KYIV (AFP): An agreement allowing Ukraine to export grain through the Black Sea and aimed at relieving global food insecurity has been extended for 120 days, officials said on Thursday.
Ukraine is a top world exporter of grain, but Russia’s invasion in late February stopped shipments.
The deal between the two warring sides, brokered by Turkiye and the UN in July, has helped to transport more than 11 million tons of grain and other agricultural products from Ukrainian ports since the start of August. It had been due to expire on Saturday.
On Thursday Ukrainian and Turkish officials announced that the agreement would be extended by four months under existing conditions.
“#BlackSeaGrainInitiative will be prolonged for 120 days,” Ukrainian Infrastructure Minister Oleksandr Kubrakov said on Twitter, while a senior Turkish official confirmed to AFP that the deal had been extended “under current terms.”
Turkish President Recep Tayyip Erdogan tweeted: “It has been clearly seen how important and beneficial this agreement is for the food supply and security of the world.”
UN Secretary General Antonio Guterres hailed the extension and said the grain deal “continues to demonstrate the importance of discreet diplomacy in the context of finding multilateral solutions,” he said.
In recent weeks, Russia had repeatedly warned that it may not agree to extend the agreement because a separate deal that was also signed in July, exempting Russian fertilizers from sanctions, had not been implemented.
Guterres sought to allay those concerns, saying that “The United Nations is also fully committed to removing the remaining obstacles to exporting food and fertilizers from the Russian Federation.”
Both agreements were “essential to bring down the prices of food and fertilizer and avoid a global food crisis,” Guterres said in a statement released by the Istanbul-based Joint Coordination Center (JCC) that has been overseeing the agreement.
The flow of Ukrainian exports is essential to stabilising prices on international markets and to supplying the populations most vulnerable to the risk of hunger, particularly in Africa.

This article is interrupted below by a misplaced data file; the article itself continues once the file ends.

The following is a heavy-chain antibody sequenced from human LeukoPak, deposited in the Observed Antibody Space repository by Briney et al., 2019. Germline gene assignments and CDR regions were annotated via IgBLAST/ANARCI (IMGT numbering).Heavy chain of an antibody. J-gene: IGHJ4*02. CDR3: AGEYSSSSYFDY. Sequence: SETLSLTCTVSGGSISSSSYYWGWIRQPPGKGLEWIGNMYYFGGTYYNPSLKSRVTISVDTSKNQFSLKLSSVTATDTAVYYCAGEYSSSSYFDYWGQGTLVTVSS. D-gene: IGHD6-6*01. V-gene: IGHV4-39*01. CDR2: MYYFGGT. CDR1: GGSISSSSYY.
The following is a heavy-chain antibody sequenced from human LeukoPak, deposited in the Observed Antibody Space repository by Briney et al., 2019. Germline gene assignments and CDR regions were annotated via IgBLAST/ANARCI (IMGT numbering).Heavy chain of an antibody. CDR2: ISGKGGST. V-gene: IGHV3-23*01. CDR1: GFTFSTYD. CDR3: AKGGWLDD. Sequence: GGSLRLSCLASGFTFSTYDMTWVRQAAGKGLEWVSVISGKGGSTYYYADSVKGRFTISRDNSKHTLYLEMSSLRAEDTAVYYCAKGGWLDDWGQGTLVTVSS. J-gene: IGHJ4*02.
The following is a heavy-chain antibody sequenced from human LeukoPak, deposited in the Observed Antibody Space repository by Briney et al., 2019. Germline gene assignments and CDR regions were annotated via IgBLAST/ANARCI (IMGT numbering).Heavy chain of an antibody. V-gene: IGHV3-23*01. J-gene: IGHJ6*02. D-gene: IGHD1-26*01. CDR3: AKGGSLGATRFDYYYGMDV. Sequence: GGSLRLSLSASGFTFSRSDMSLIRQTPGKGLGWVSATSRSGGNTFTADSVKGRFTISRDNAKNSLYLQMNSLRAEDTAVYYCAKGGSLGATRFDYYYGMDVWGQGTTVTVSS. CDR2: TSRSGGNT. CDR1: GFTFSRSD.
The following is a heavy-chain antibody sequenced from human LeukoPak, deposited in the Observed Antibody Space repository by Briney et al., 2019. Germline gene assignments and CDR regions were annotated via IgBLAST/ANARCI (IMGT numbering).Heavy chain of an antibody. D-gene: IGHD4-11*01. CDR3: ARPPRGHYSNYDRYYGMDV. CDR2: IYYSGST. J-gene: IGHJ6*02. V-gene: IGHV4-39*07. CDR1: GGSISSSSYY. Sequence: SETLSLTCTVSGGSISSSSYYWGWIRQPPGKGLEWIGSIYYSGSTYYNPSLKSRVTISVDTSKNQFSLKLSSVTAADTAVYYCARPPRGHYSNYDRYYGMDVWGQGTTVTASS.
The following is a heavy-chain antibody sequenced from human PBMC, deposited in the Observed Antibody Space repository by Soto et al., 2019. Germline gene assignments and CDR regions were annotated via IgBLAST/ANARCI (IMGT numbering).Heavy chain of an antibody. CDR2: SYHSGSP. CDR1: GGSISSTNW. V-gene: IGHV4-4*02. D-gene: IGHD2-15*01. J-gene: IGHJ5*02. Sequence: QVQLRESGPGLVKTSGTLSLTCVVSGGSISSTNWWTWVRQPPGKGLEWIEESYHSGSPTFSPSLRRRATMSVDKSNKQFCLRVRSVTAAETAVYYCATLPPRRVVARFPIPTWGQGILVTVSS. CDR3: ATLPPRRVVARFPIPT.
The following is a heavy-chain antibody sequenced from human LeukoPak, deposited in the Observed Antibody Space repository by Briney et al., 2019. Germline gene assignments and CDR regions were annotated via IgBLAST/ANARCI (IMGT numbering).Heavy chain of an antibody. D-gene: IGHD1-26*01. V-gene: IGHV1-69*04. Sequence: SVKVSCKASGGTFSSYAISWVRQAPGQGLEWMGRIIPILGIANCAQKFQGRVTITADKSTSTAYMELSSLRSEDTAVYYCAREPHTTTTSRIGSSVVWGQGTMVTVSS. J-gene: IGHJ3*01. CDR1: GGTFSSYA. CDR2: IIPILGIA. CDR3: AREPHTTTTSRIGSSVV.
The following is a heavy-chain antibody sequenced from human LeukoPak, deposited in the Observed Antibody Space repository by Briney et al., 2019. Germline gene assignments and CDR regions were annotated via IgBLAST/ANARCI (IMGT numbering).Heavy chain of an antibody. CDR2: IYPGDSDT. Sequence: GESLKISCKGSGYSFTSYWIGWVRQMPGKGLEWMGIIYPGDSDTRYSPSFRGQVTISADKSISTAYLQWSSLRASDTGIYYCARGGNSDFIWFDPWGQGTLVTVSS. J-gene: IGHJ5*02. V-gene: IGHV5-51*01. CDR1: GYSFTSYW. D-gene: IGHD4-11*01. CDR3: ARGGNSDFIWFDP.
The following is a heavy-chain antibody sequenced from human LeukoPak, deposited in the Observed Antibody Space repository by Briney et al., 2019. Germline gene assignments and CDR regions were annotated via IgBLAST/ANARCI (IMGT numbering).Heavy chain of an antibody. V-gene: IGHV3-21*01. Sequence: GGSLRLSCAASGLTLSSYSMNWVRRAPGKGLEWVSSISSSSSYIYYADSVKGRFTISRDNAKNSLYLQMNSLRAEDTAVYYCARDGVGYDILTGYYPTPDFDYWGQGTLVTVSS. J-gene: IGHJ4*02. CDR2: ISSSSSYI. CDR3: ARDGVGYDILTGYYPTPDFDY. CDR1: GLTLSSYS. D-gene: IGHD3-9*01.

Some 40 percent of the grain exported under the agreement has gone to developing countries.
In the weeks of intense diplomacy leading up to Thursday’s announcement, much of the negotiations focused on the issue of fertilizers, a UN source said on condition of anonymity.
Agricultural products and fertilizers do not fall under the sanctions against Russia but because of the risks in the Black Sea linked to the Ukraine conflict, it has become difficult to insure the vessels transporting them.
According to the UN source, a policy framework has been established for the exceptions in insurance, access to ports, financial transactions, shipping and access for shipping, in compliance with the sanctions imposed on Russia.
“Only if we could clarify this policy framework, the private sector actors were willing to reengage in the trade” of Russian fertilizers.
The Black Sea agreement allows Ukrainian grain ships to sail along safe corridors that avoid mines in the Black Sea.
Last month, Russia temporarily pulled out from the agreement, accusing Ukraine of a “massive” drone attack on its Black Sea fleet in Crimea before rejoining it.
Russia’s invasion blocked 20 million tons of grain in Ukraine’s ports before the United Nations and Turkiye brokered the deal in July.